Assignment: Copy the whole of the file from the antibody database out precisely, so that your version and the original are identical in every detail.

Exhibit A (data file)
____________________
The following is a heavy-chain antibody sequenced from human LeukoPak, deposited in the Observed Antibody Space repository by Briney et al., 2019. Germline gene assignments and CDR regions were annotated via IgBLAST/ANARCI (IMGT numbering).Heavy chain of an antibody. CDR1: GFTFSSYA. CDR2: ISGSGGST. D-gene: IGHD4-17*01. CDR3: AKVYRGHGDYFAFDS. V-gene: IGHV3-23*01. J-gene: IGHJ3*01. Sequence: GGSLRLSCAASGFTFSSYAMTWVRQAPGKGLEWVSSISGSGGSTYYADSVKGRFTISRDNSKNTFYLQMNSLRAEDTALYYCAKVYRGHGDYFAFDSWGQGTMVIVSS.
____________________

The following is a heavy-chain antibody sequenced from human LeukoPak, deposited in the Observed Antibody Space repository by Briney et al., 2019. Germline gene assignments and CDR regions were annotated via IgBLAST/ANARCI (IMGT numbering).Heavy chain of an antibody. CDR1: GFTFSSYA. CDR2: ISGSGGST. D-gene: IGHD4-17*01. CDR3: AKVYRGHGDYFAFDS. V-gene: IGHV3-23*01. J-gene: IGHJ3*01. Sequence: GGSLRLSCAASGFTFSSYAMTWVRQAPGKGLEWVSSISGSGGSTYYADSVKGRFTISRDNSKNTFYLQMNSLRAEDTALYYCAKVYRGHGDYFAFDSWGQGTMVIVSS.